The linear springs 32 are provided with mounting end portions 60 which project from the foam body 18 as shown in FIG. 9 is an enlarged sectional view of the seating back unit I FIG. 5. In the case of all the linear springs 32 except the spring which has the end sections 34, the mounting end portions 60 constitute the ends of the spring. As shown in FIG. 5, the mounting portions 60 at corresponding ends of the springs 32 are arranged in substantial alignment. This arrangement of the mounting end portions 60 enables ready mounting of the seating cushion unit 12 on the frame 22, in the manner hereinafter described. As shown in FIG. 3, the frame 22 has side rails 62 which are provided with upstruck tabs 64. The seating cushion unit 12 is assembled on the frame 22 by snapping the spring mounting end portions 60 over the tabs 64 so as to place the springs 32 in tension. The tension in the springs 32 then maintains the unit 12 in an attached relation with the frame 22 during use of the seat structure 10. The linear springs 32, the bolster wires 50 and theborder wire 38 cooperate with the foam body 18 to impart the desired bucket shape to the cushion unit 12 and also cooperate to provide the desired yieldable resistance to seating loads which imparts seating comfort to the structure 10.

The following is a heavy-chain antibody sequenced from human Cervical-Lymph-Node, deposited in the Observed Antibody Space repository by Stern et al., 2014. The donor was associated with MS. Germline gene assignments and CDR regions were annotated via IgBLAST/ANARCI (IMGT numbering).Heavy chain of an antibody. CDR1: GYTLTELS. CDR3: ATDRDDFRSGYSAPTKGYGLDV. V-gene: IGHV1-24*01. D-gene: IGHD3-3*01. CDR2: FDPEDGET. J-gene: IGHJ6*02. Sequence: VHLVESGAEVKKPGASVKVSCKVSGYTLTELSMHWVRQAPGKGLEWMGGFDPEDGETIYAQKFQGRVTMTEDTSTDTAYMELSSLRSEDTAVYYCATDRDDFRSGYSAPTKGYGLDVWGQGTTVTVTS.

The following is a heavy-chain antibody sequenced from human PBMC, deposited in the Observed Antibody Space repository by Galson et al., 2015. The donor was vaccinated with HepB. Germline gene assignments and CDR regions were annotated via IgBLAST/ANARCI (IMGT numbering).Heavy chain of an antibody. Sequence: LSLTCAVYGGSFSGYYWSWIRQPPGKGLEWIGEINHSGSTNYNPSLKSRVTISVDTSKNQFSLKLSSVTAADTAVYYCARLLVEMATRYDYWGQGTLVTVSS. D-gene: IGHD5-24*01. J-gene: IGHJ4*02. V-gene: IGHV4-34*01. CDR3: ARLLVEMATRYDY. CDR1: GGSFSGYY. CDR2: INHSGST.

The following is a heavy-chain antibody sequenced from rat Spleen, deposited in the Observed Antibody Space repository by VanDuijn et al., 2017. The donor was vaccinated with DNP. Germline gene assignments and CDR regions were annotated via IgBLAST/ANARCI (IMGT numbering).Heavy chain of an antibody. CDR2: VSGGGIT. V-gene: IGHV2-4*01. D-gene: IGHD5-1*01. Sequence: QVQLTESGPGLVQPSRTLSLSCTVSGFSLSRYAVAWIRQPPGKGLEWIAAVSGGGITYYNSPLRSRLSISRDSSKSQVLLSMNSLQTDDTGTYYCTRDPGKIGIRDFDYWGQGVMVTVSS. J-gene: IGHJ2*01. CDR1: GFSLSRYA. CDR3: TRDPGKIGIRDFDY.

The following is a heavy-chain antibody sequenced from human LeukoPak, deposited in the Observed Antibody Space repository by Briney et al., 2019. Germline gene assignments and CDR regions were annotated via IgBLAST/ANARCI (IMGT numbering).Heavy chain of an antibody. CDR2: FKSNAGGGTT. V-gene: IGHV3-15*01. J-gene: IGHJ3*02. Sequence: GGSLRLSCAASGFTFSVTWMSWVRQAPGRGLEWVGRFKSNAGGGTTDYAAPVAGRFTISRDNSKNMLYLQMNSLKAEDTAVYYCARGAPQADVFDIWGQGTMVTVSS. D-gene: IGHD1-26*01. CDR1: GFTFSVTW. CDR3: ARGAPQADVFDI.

As shown in FIG. 8, the frame 28 for the seating back unit 14 includes a pair of side rails 70 provided with slots 72 and an upper extension 74 disposed above the slots 72 for a purpose to appear presently. The back unit 14 includes a spring assembly 76 (FIG. 11), which is embedded in the foam body 24 and includes a plurality of linear springs 78, of corrugated shape, which are spaced apart in a vertical direction. The linear springs 78 have straight portions 80 which are arranged in substantially vertical alignment and are secured by conventional clips 82 to side portions 84 of a bolster wire 86 which also includes a top portion 88 and a bottom portion 90. The top portion 88 is secured to the upper most linear spring 88 by clips 92 and the bottom portion 90 extends downwardly and forwardly in the foam body 24 for seating comfort purposes.